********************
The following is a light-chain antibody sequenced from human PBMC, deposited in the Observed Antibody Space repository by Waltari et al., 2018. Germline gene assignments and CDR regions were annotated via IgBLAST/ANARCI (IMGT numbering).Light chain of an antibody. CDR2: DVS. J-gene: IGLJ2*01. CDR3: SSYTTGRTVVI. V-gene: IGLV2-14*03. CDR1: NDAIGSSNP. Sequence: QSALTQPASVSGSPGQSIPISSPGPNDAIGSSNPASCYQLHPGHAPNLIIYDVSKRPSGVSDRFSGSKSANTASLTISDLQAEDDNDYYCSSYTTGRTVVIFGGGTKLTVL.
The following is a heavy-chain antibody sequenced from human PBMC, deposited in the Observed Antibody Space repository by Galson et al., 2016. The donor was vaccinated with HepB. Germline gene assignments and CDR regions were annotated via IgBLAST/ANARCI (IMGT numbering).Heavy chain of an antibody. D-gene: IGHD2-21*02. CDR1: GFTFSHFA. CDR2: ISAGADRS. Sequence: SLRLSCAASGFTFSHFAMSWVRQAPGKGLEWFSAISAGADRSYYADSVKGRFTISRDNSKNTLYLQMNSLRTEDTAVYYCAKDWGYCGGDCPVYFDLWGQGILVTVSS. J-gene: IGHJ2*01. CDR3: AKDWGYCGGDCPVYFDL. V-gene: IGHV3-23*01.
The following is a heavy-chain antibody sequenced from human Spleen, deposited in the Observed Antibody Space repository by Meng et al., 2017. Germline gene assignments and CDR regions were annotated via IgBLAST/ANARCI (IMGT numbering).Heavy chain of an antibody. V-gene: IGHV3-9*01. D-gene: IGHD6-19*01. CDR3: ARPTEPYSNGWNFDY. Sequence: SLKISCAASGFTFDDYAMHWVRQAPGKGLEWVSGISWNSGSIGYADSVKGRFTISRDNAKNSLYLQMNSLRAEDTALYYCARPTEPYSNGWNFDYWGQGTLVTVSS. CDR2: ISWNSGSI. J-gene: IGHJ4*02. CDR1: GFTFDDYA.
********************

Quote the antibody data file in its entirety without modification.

The following is a light-chain antibody sequenced from human PBMC, deposited in the Observed Antibody Space repository by Waltari et al., 2018. Germline gene assignments and CDR regions were annotated via IgBLAST/ANARCI (IMGT numbering).Light chain of an antibody. CDR2: DVS. J-gene: IGLJ2*01. CDR3: SSYTTGRTVVI. V-gene: IGLV2-14*03. CDR1: NDAIGSSNP. Sequence: QSALTQPASVSGSPGQSIPISSPGPNDAIGSSNPASCYQLHPGHAPNLIIYDVSKRPSGVSDRFSGSKSANTASLTISDLQAEDDNDYYCSSYTTGRTVVIFGGGTKLTVL.
The following is a heavy-chain antibody sequenced from human PBMC, deposited in the Observed Antibody Space repository by Galson et al., 2016. The donor was vaccinated with HepB. Germline gene assignments and CDR regions were annotated via IgBLAST/ANARCI (IMGT numbering).Heavy chain of an antibody. D-gene: IGHD2-21*02. CDR1: GFTFSHFA. CDR2: ISAGADRS. Sequence: SLRLSCAASGFTFSHFAMSWVRQAPGKGLEWFSAISAGADRSYYADSVKGRFTISRDNSKNTLYLQMNSLRTEDTAVYYCAKDWGYCGGDCPVYFDLWGQGILVTVSS. J-gene: IGHJ2*01. CDR3: AKDWGYCGGDCPVYFDL. V-gene: IGHV3-23*01.
The following is a heavy-chain antibody sequenced from human Spleen, deposited in the Observed Antibody Space repository by Meng et al., 2017. Germline gene assignments and CDR regions were annotated via IgBLAST/ANARCI (IMGT numbering).Heavy chain of an antibody. V-gene: IGHV3-9*01. D-gene: IGHD6-19*01. CDR3: ARPTEPYSNGWNFDY. Sequence: SLKISCAASGFTFDDYAMHWVRQAPGKGLEWVSGISWNSGSIGYADSVKGRFTISRDNAKNSLYLQMNSLRAEDTALYYCARPTEPYSNGWNFDYWGQGTLVTVSS. CDR2: ISWNSGSI. J-gene: IGHJ4*02. CDR1: GFTFDDYA.